0. Pick good passwords.

Make sure to use good passwords for securing servers, databases, etc. Good passwords are random and look like this: "XRexQTMPvE4VjxnejG9qPg3U". If you can remember it, it's probably not a good password.

You can use a secure password manager such as LastPass to keep track of those passwords. Or store them in a file on your machine.

1. Never commit credentials or keys.

Do not commit credentials and keys, such as database passwords, to the repository. Load them from environment variables or a key management system.

If your software loads credentials from environment variables, you can load them into your environment from a bash script that you keep in a folder called "private" that is added to your .gitignore file to prevent you from committing it by accident.

An alternative approach is to encrypt individual configurations, commit the encrypted values, and store the decryption key in an environment variable.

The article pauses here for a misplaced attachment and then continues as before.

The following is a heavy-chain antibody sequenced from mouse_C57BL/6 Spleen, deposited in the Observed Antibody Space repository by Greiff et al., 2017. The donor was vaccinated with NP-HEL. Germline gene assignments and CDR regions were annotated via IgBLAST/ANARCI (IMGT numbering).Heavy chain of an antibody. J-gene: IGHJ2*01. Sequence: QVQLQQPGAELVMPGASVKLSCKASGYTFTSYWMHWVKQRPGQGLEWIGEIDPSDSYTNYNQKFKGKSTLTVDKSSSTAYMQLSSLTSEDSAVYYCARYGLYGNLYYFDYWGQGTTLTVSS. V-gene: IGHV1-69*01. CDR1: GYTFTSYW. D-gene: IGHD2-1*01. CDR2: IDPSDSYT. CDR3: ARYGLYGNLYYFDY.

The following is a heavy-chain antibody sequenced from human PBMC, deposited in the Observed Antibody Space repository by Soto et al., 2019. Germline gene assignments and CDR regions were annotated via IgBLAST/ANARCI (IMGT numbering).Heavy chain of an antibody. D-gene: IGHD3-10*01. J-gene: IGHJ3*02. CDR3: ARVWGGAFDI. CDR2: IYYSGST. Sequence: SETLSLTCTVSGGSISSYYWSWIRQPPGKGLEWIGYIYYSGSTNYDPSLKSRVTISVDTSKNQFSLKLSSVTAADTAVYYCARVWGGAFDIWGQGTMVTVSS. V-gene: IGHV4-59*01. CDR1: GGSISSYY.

The best approach is to use a proper key management system.

While production credentials and keys are the most important ones to secure, it is best to avoid committing development and staging credentials as well, as a matter of establishing good habits.

2. Do not log credentials and keys.

Do not log passwords and other credentials either to the console or to the file.

3. You shouldn't have the production credentials.

If you know production credentials for a system and you are not a member of the operations team, something is not right.

4. Consider a proper key management system.

To truly secure the keys you would need to use a proper key management system, i.e., a software solution that will deliver the right keys to authorized parties. AWS's Key Management Service (KMS) is one example of such a system. A proper key management system will be able to provide an audit of access to the keys.